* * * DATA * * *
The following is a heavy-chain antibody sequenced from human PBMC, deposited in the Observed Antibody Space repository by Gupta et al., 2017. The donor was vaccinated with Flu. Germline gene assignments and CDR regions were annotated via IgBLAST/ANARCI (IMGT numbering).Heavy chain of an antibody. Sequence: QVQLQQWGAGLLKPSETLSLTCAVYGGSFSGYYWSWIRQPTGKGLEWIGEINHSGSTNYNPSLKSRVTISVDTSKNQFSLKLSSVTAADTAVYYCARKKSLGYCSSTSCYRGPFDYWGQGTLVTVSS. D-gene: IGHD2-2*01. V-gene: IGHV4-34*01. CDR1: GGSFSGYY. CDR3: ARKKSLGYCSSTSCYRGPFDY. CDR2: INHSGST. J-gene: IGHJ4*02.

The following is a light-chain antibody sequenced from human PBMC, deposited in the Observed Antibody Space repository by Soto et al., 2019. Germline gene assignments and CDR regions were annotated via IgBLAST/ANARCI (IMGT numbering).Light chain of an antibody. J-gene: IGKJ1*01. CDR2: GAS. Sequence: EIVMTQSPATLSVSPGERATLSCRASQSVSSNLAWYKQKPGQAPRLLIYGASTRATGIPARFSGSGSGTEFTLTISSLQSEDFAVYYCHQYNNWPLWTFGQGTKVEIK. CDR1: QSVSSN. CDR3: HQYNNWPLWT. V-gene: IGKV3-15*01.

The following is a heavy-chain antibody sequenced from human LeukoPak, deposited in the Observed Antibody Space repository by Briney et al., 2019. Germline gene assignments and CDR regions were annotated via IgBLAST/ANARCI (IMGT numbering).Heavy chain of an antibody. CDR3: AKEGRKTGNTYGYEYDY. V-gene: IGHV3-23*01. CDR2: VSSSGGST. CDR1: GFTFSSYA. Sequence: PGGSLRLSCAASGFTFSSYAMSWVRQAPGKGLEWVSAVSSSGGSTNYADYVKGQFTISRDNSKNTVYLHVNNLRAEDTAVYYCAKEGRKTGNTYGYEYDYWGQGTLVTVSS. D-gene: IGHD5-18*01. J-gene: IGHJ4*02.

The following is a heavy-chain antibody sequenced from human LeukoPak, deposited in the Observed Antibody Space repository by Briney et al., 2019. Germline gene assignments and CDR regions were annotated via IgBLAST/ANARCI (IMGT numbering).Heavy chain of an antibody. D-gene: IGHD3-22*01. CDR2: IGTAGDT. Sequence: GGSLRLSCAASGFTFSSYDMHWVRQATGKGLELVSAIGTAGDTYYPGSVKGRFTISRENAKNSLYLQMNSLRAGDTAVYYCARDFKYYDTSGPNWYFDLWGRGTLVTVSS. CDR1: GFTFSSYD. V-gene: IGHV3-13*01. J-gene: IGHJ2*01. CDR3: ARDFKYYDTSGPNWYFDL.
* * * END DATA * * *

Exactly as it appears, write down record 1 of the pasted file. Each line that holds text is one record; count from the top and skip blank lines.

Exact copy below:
The following is a heavy-chain antibody sequenced from human PBMC, deposited in the Observed Antibody Space repository by Gupta et al., 2017. The donor was vaccinated with Flu. Germline gene assignments and CDR regions were annotated via IgBLAST/ANARCI (IMGT numbering).Heavy chain of an antibody. Sequence: QVQLQQWGAGLLKPSETLSLTCAVYGGSFSGYYWSWIRQPTGKGLEWIGEINHSGSTNYNPSLKSRVTISVDTSKNQFSLKLSSVTAADTAVYYCARKKSLGYCSSTSCYRGPFDYWGQGTLVTVSS. D-gene: IGHD2-2*01. V-gene: IGHV4-34*01. CDR1: GGSFSGYY. CDR3: ARKKSLGYCSSTSCYRGPFDY. CDR2: INHSGST. J-gene: IGHJ4*02.